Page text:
December 2016 Newsletter

This month we are following trends in a few different areas.  While e-cigarettes are showing huge gains as cigarette smoking levels drop, Hispanic youngsters are using actual cigarettes more.

November is American Diabetes month and our blog this month reports on the connection of diabetes with tobacco and how this addictive drug exacerbates the disease in many ways.

Teens Using Candy-Flavored E-Cigs Show High Interest in Smoking

Are flavored vaping products gateways to youth smoking? - November 07, 2016

Flavored electronic cigarette use among children and teens was associated with a decreased perception of the dangers of smoking and an increased likelihood of becoming a smoker, according to findings from a large CDC survey of middle- and high-school students.

The overall perception of smoking was high in 2014 National Youth Tobacco Survey (NYTS)respondents, with more than 90% "agreeing" or "strongly agreeing" that tobacco products are dangerous. But flavored e-cigarette use was associated with a lower odds of perceived tobacco use harm (adjusted OR 0.5; P<0.0001), the researchers reported online in Pediatrics.

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Of the survey respondents who reported e-cigarette use within the last 30 days, 60.9% reported using flavored cigarettes. More than half (55.6%) of the middle- and high-school students who smoked e-cigarettes but not traditional cigarettes, and 68.4% of respondents who were both vapers and smokers, reported a preference for flavored vaping products.

November is American Diabetes Month

Observed every November, American Diabetes Month is an important element in the American Diabetes Association's efforts to focus our nation's attention on the disease and the tens of millions of people affected by it.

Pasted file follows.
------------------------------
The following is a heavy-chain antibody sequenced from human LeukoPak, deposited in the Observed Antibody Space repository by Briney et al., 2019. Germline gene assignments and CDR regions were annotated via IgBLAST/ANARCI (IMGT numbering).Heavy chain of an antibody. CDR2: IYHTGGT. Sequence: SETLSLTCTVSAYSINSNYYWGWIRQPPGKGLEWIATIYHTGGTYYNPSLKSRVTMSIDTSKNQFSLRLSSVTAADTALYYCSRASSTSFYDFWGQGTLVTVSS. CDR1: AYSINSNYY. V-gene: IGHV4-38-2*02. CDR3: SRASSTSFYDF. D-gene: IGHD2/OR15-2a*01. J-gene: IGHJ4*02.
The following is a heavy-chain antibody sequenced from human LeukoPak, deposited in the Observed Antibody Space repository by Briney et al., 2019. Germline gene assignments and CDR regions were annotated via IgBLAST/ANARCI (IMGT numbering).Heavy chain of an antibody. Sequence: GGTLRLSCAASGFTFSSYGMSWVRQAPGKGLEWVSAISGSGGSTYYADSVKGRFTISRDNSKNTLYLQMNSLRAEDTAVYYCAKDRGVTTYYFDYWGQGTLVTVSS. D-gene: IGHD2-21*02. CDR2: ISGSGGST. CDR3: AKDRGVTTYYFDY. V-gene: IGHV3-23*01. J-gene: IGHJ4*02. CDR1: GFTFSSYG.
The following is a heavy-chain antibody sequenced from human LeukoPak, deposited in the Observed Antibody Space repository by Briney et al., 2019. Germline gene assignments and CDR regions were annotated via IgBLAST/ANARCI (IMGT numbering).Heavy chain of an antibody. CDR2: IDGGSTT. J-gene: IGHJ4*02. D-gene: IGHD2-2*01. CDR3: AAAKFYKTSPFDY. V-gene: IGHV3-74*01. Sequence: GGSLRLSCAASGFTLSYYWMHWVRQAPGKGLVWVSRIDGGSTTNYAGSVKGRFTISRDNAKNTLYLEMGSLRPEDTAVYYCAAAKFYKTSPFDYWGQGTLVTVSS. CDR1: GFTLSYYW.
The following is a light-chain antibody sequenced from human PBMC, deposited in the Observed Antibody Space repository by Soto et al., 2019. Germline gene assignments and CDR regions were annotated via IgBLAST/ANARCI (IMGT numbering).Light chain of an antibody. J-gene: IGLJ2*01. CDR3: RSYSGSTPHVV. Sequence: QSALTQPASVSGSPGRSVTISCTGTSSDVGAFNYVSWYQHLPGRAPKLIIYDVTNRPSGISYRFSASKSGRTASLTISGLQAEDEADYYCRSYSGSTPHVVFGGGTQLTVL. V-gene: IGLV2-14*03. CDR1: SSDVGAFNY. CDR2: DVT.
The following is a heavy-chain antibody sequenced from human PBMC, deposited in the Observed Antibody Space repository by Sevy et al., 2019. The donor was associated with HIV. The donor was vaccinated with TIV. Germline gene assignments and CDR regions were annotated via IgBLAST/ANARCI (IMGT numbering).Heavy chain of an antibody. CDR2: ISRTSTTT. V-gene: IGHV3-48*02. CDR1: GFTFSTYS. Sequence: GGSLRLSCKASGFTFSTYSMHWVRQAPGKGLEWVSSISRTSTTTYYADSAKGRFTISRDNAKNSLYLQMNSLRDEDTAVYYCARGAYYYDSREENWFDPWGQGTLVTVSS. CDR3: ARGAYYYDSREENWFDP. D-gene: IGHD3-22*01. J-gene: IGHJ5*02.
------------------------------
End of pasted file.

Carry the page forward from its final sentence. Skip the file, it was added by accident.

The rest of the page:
Our 2016 theme is This Is Diabetes. We'll showcase real-life stories of friends, families and neighbors managing the day-to-day triumphs and challenges of the disease. Join as we salute the 29 million Americans with diabetes — as well as their loved ones — to raise awareness and to create a sense of urgency about this growing public health crisis.

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The campaign invites people to submit their own stories to capture the authenticity of those who understand this disease best. Please use these materials to bring #ThisIsDiabetes to life in your organizations and communities.

Cigars, cigarettes and cigarillos: How each affects health

Obama lifts ban on cigars

Obama lifts ban on cigars.

Despite all the known health hazards of smoking – cancer and respiratory and heart disease high among them – cigars are making a quiet comeback. In recent years, the U.S. has seen a startling shift in tobacco product consumption. Even as cigarette smoking declined by 40 percent in the general population between 2000 and 2015, cigar consumption doubled, according to the Campaign for Tobacco-Free Kids.

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What's more, a 2015 nationwide survey found nearly 1.3 million high school students and about 180,000 middle-school students said they had smoked a cigar within the past month. For African-American high school students, cigars were the most common tobacco product used.

Hispanic Kids More Open to Smoking, Study Finds

The appeal of smoking for children and teens may be tied at least in part to their race or ethnicity, a recent U.S. study suggests.

Plenty of previous research has found disparities in smoking habits, with white and Hispanic youth more likely to start smoking and develop a daily habit than black kids, said lead study author Sherine El-Toukhy of of the National Institute on Minority Health and Health Disparities, part of the National Institutes of Health. Black children who start smoking by age 14, though, are more likely to carry the habit into adulthood.

"The current study looks at smoking susceptibility, which precedes smoking behavior," El-Toukhy said by email.